LESSON 4 - FOREST FIRE SUPPRESSION TOOLS
There are a variety of tools used in all stages of fire suppression from initial attack to mop up. This lesson will cover the four most common pieces of equipment a crew in Nova Scotia will be expected to use :
The Shovel, Pulaski, The Back Tank and Wajax Fire Pump
The shovel is used by itself or in conjunction with other suppression equipment such as back tanks, and hose line. As a suppression tool, the shovel can be used for:
Cutting small branches and brush with the sharpened edge or cutting through small roots when digging in ground fuels.
Digging a trench to create a fuel break in an indirect attack or digging out smudges in a mop up operation.
Scraping to separate burning and unburned fuel in a direct attack. Scraping surface fuels such as moss or duff from bedrock or removing a shallow layer of needles to expose mineral soil. Scraping hot coals or embers from burning fuels during mop up.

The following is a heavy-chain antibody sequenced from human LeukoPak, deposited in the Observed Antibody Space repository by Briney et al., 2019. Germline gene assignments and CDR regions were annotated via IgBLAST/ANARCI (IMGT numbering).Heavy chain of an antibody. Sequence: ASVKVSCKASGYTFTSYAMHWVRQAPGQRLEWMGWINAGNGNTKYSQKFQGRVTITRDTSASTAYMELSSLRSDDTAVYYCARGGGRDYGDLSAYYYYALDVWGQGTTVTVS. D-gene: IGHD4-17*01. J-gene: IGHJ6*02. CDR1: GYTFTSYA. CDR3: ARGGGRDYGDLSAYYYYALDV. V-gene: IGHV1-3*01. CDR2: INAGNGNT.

The shovel is also used to expose deep burning embers so that water can be applied from the back tank or hose line. If water is not available, the shovel can be used to extinguish the exposed embers by mixing them with mineral soil.
Throwing mineral soil directly on the fire to reduce heat or smother the flames.
The shovel does have limitations. Fire intensity may not allow crew members to work close enough to throw mineral soil on the fire. The effective range for throwing mineral soil with a shovel is approximately five meters.
The shovel is quite limited as a suppression tool in deep duff layers with large roots or in mineral soil with a rocky or clay composition. The shovel is most efficient in sandy soils.
The shovel handle must be smooth, free of splinters and cracks and should be securely fastened to the blade. The blade must be sharpened at a 30 to 40 degree angle for a distance of 5 cm up each side.
File with the blade facing up and stroke the file towards the blade’s edge. The blade is rust proofed with oil and protected with duct tape. Shovels intended for fire suppression duties should never be used for general maintenance work.
A shovel must be carried horizontally, at the side, below waist level, with the curved inner surface facing down and away from the body. In the event of a fall, the crew member can push the shovel away from the body. Never carry a shovel over your shoulder.
Any shovel left on the fireline should be in a vertical position embedded in the soil or leaning against a tree. This makes them easier to locate and reduces the risk of injury to fireline personnel.